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In 1964 would-be rock and roll entrepreneur and BBC producer Kit Lambert spotted a gap in the market for a TV serial following the fortunes of a southern beat combo to rival The Beatles but with more wholesome appeal than The Rolling Stones. He invested his last 15 shillings to place a recruiting advert:
Want screaming girls to hold your "hand"?
Call 01 3565687 and say“I wanna be your man!”
“He had the looks and he’d been stunning trout with his voice for years,” Lambert recalls.
Other positions were harder to fill.
Keith Moon had only seen the advert by chance, picking up a magazine in the common room of St. Goebbels’ youth detention centre on the last day of his six month sentence for aggravated assault. Lambert signed him as drummer, making use of his ability to hit things repeatedly for hours without losing interest.
Coincidentally, guitarist Peter Townshend had only recently been released from the Bethlehem Hospital for the criminally insane and had been recruiting musicians for his own band, Pirate Pete and the Kiddie-Fiddlers, when his social worker showed him the ad.
Prospects for bass player looked grim, with only two applicants: 56 year old William Hartnell, a former jockey and pick-pocket with no prior musical experience, and a bearded stranger who insisted on being referred to as The Master. Lambert began to wonder whether restricting the advertisement to Angling Times and Convict Weekly had been wise but, without the funds to re-advertise, chose Hartnell as he felt the older man would be easier to control on tour. As the only rejected applicant left the audition he swore to pursue vengeance through space and time.
With the line-up complete the band were in need of only one thing - a name. Lambert chose The High Numbers but this was soon changed to The Who, due to Moon’s inability to think of any numbers higher than ten.
Lambert aimed The Who at London’s emerging Mod culture, a movement noted for their tailor-made suits, ska-influenced music and multi-dimensional, time-travelling motor scooters. Soon, thanks to their Saturday afternoon TV exposure, they were a popular draw across the capital and beyond.
In September 1964, during a performance at Sacroow's Railway Tavern, Townshend accidentally broke the head of his guitar through the ceiling when distracted by a heckling mob of Sontarans led by The Master. Angered by the sniggers, Townshend smashed the instrument into a Sontaran’s probic vent, killing him instantly and saving Earth from invasion. Despite the resulting riot, in which the remaining Sontarans were kicked to death by hand-stitched Italian winkle-pickers, Townshend picked up another guitar and continued the show. Hartnell, however, was crushed beneath a Marshall amp toppled by the crowd and received internal injuries which resulted in his un-timely death. Unexpectedly, Hartnell's body began to glow and an eerie green light spread through the Railway Tavern. The audience believed this to be part of the show but The Who, unaware that Hartnell was a Time-Lord, were shocked to see his corpse reform into Patrick Troughton.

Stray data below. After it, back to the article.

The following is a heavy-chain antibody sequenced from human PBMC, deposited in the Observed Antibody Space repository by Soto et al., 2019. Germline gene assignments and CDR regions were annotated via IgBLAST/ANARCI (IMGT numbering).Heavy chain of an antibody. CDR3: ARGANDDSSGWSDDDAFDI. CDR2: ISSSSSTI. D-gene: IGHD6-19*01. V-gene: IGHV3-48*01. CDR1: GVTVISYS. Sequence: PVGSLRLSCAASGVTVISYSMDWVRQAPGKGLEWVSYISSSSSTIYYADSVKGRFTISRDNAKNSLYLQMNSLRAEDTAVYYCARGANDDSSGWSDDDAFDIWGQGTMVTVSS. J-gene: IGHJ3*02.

An estimated two thousand fans flocked to the next concert hoping for more homicide and resurrection, but Townshend declined to smash another instrument. Instead, Moon wrecked his drumkit after temporarily forgetting which number came after three during a rendition of "Long Tall Sally". Instrument destruction became a staple of The Who's shows for several years and the incident at the Railway Tavern is one of both Rolling Stone's "50 Moments That Changed the History of Rock 'n' Roll" and one of “Interstellar Traveller” magazine’s 1000 moments that saved the universe.
The Who's first release, and first hit, was January 1965's "I Can't Explain (quantum relativity)", a record influenced by Super-string theory. The debut album My Re-generation was released the same year and chronicled Hartnell’s replacement by the younger Patrick Troughton. It included "The Kids Are Alright", a single celebrating the recovery of Britain’s youth from a brain-altering virus from the planet Fring, and the title track, "My Re-generation", their first number one.
More than any other track, this stuttering song encapsulated the feelings of alien youth on Earth, disaffected by their inability to truly fit into human society and struggling to find a new body form that would allow them to more fully take their place in society.
| People try to put us d-down,(Talkin' 'bout Re-Generation)|
'Cause we wear a d-dressing gown.(Talkin' 'bout Re-Generation)
Things we do look awful c-cold,(Talkin' 'bout Re-Generation)
Not going to die when I get old.(Talkin' 'bout Re-Generation)
My Re-Generation, Baby.
Why don't you all f-fade away,(Talkin' 'bout Re-Generation)
Goin' back to G-Galifrey.(Talkin' 'bout Re-Generation)
It's just a case of t-time-dilation,(Talkin' 'bout Re-Generation)
Just talkin' 'bout Re-Generation
My Re-Generation, Baby.
Subsequent hits, such as the 1966 singles "Substitute", about a young man’s alien doppelganger, "I'm a Boy", about a boy dressed as a female Silurian, and "Happy Jack", about a mentally disturbed young man who suddenly finds himself leading a hit rock band, show Townshend's use of the themes of sexual tension, teenage angst and his own personal history.
A Quick One and The Who Sell Out